“We, therefore, call on relevant organisations including non-governmental ones that could help in procuring the required facilities so that we could obtain real-time facts about our projects right from the sites no matter how remote they could be,” he added.

Alleged missing projects

Speaking on the allegation of missing UBEC projects which are said not to be found at the quoted locations, Mr Bobboyi said the allegations are sometimes not true.

According to the official, sometimes, requests are made by states to relocate projects and once there are no objections from the agency, such projects are taken elsewhere, “especially if the reasons of duplication or any other valid points are raised.”

“There are truly genuine concerns about missing projects but there are other individuals and organisations who are only interested in making headlines in the news. Rather than finding out why the projects are not found, they simply go to the press to make unfounded claims.

“There are instances of approved relocation of projects if the reasons are genuine. This is what we expect every sincere interested parties to do. We appreciate these concerns and we are prepared to collaborate with anyone that is desirous of achieving true reforms in the system,” Mr Bobboyi added.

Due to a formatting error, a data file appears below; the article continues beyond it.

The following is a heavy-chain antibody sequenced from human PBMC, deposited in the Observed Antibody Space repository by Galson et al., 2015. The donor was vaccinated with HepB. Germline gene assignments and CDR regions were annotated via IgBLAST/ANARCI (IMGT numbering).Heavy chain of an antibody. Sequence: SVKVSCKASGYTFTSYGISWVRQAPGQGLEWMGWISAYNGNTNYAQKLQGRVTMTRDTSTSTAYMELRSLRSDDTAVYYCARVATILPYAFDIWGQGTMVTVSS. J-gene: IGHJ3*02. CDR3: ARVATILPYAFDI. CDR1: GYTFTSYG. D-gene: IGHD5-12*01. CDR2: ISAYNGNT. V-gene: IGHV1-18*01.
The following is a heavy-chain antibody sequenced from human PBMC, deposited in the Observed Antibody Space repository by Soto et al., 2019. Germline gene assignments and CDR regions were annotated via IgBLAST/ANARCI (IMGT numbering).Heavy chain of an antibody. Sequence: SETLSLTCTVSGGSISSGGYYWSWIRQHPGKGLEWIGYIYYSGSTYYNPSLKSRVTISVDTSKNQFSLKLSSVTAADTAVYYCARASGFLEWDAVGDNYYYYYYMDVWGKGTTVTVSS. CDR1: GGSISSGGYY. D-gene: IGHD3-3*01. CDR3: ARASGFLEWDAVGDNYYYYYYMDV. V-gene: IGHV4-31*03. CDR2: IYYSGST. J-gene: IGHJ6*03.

Impact of growing enrollment population

The executive secretary also acknowledged the widening gaps in infrastructure across the primary and junior secondary schools in Nigeria, saying the situation is worsened by the growing enrollment figure.

He said across some states and particularly in the North-west geopolitical zone, the rate at which school enrollment is growing is not commensurate with the available resources to provide facilities.

He said: “The challenges about infrastructure are real, I have always said that. If you look at certain zones, particularly some geopolitical zones, the deficit has been piling up over some years. For example, if you look at the North-west zone, enrollment has been increasing, and is now getting to about 8.9 million children within that particular zone alone. Unfortunately, the resources that are available to ensure that infrastructure is provided has not been increasing at the same rate.

“At the end of the day, we end with real challenges, and more challenges whereby the available infrastructure is being degraded and overstretched by the large number within the system.”


In their recommendations, the guests and audience suggested introduction of stringent measures towards ensuring accountability in the process of award and delivery of projects.

Mr Amoo said he would suggest collaboration with relevant stakeholders including anti-graft agencies towards ensuring accountability in the system.

Similarly, Ms Okeke suggested independent monitoring groups be deployed to schools, saying some of the schools she visited while working on her reports said they had not seen UBEC officials to inspect projects in their schools for years.

She added that UBEC should liaise with school authorities in order to stop some of the wastages going on in the system.